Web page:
A Moveable Bestiary in Bedford Square (Part of Olga’s Florensky’s Taxidermy and Alexander Florensky’sModest Architecture)

The idea of moving bestiary is based on an old Russian tradition of setting up bestiaries, animal fairs, and other animal based attractions for the purpose of entertaining and educating the general public in places where the latter gathers in greatest numbers. This tradition remains unbroken even today. Crocodiles, snakes, turtles, fish, etc may all be seen, for instance, in on busy Haymarket square (Sennaya Ploshad) in St Petersburg or in the left-luggage department at Moscow Railway Station. This explains why show animals and the equipment needed to show them may be considered an integral part of St Petersburg’s urban landscape.

In desire to revive this almost vanished tradition, the present exhibition displays five specially constructed showcase-houses containing five “chuchelos” (“Stuffed animals”) of the following animals:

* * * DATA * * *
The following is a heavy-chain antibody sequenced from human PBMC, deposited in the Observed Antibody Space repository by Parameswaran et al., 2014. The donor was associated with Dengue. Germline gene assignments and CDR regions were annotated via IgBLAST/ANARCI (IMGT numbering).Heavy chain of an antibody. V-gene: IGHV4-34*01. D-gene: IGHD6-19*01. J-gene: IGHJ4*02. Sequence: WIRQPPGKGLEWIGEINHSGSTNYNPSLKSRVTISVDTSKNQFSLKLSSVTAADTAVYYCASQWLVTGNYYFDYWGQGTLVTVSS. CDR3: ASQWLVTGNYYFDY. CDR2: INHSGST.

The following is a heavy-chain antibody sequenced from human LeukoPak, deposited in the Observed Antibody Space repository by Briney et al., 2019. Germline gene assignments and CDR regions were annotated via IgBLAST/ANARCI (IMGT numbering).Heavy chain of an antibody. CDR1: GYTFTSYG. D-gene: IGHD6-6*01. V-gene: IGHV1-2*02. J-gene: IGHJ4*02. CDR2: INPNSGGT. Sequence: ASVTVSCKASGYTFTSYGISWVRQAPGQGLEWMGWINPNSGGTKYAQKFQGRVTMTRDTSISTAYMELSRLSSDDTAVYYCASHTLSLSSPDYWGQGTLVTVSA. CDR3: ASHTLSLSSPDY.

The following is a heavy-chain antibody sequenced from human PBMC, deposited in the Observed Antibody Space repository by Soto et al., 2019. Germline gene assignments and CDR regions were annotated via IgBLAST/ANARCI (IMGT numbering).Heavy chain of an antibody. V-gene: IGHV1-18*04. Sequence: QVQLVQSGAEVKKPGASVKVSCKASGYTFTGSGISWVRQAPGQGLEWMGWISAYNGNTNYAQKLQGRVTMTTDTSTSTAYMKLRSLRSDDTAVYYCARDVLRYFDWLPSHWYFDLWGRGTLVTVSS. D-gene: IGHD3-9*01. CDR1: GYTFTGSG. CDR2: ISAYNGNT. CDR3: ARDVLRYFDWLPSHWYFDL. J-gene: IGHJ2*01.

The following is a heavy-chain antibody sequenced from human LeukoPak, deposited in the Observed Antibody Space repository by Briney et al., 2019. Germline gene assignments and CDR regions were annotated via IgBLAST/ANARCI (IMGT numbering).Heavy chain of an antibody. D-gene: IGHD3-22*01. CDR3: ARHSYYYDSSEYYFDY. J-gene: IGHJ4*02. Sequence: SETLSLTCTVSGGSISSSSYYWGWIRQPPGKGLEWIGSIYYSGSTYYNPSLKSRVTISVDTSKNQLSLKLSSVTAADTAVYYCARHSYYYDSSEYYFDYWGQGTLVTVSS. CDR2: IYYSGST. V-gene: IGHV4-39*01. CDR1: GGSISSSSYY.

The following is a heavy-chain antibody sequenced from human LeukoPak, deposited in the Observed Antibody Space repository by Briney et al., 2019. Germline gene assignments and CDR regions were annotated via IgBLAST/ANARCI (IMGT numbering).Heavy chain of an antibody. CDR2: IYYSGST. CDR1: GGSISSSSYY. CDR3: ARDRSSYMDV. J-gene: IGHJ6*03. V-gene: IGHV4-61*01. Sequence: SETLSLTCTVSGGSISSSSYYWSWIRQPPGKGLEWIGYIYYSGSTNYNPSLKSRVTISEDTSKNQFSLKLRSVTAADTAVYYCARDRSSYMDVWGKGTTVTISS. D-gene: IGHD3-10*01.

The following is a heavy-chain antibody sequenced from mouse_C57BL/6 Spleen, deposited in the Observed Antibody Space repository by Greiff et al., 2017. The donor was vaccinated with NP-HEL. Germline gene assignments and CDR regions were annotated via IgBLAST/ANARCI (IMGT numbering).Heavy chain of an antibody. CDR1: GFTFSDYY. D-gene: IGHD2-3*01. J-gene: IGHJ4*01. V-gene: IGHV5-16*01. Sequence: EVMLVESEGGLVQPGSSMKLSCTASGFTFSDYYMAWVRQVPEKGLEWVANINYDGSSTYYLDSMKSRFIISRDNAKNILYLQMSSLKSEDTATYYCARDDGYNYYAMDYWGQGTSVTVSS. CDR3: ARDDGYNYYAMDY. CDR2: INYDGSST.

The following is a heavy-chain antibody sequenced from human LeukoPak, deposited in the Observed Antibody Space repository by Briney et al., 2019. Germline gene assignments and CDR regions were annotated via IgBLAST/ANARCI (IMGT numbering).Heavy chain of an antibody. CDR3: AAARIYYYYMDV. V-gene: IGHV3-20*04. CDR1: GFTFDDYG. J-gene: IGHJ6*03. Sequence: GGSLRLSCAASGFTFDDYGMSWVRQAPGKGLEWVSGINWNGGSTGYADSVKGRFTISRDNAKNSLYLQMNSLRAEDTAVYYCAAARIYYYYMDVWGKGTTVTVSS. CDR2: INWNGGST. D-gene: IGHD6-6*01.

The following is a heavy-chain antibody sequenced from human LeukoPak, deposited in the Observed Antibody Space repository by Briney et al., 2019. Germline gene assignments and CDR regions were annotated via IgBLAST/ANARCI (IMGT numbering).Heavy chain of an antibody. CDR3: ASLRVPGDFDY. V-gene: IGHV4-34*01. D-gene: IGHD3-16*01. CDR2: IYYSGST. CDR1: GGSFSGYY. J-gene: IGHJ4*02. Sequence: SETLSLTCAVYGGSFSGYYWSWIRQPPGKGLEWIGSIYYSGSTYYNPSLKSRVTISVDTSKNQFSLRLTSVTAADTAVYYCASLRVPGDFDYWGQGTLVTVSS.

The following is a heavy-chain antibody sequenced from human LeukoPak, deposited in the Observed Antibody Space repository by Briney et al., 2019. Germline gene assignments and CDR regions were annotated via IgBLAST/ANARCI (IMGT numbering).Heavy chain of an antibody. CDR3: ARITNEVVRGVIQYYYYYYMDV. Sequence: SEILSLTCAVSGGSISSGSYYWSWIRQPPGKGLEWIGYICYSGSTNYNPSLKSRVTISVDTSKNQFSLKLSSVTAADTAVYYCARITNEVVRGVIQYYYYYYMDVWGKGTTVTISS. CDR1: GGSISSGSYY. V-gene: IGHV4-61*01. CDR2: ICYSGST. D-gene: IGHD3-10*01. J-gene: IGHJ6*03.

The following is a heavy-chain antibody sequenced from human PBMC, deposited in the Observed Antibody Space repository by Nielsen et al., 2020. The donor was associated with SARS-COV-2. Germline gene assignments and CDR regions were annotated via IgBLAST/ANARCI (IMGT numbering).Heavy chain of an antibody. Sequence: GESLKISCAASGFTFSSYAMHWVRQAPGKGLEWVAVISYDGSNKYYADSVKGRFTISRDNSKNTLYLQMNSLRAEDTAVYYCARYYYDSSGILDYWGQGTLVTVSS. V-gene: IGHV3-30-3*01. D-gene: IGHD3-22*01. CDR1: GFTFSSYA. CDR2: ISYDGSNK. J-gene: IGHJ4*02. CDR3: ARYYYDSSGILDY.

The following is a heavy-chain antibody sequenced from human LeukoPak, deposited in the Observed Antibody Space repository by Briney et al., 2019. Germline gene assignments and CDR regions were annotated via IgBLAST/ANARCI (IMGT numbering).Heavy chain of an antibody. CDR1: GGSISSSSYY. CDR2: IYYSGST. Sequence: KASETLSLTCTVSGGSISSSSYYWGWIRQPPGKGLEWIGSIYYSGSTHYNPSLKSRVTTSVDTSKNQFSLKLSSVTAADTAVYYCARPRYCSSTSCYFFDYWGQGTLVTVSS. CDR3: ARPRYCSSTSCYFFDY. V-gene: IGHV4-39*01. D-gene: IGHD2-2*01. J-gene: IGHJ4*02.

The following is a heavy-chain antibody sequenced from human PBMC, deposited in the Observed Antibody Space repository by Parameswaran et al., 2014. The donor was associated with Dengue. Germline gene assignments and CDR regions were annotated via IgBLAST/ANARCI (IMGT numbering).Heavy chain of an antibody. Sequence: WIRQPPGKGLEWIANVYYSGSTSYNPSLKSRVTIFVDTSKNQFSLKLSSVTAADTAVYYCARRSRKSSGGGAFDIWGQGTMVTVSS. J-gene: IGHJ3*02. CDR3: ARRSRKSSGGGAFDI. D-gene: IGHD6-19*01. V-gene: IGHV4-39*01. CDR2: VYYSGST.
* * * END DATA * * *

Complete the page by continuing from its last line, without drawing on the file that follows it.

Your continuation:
1. Military Telephone dog with field telephone and cartridge box
2. Chart showing cuts of meat (beef) in St Petersburg
3. Australian Kangaroo-Sportsman with boxing gloves and participation number
4. Trophy sturgeon with special mechanism permitting extension of length
5. Russian Restaurant Bear with tray, wine, and fruits.

The above selection is based on a series of associations which arise unconsciously in the collective Russian mind at mention of certain persistent archetypes… sacrificial image of the working dog (ranging from “Pavlov’s dog” to the hero of the Soviet Screen Muckhtar); the kangaroo-boxer ( a circus figure in origin, but now an absolutely general type of character); the restaurant bear as depicted in Russian folk illustrations, an idiotic symbol of Russian drinking party; the submitive “beef”, a potential source of ragouts and chops; and of course, the sizeless fish – that unfailing hero of fisherman’s tales and stories.

Moveable Bestiary previoslly shown in the Summer Gardens, The State Russian Museum (St Petersburg),The Tretyakov Museum (Moscow), The Centre for Contemporary Art in Warsaw may be shown for scientific and educational needs in all public spaces.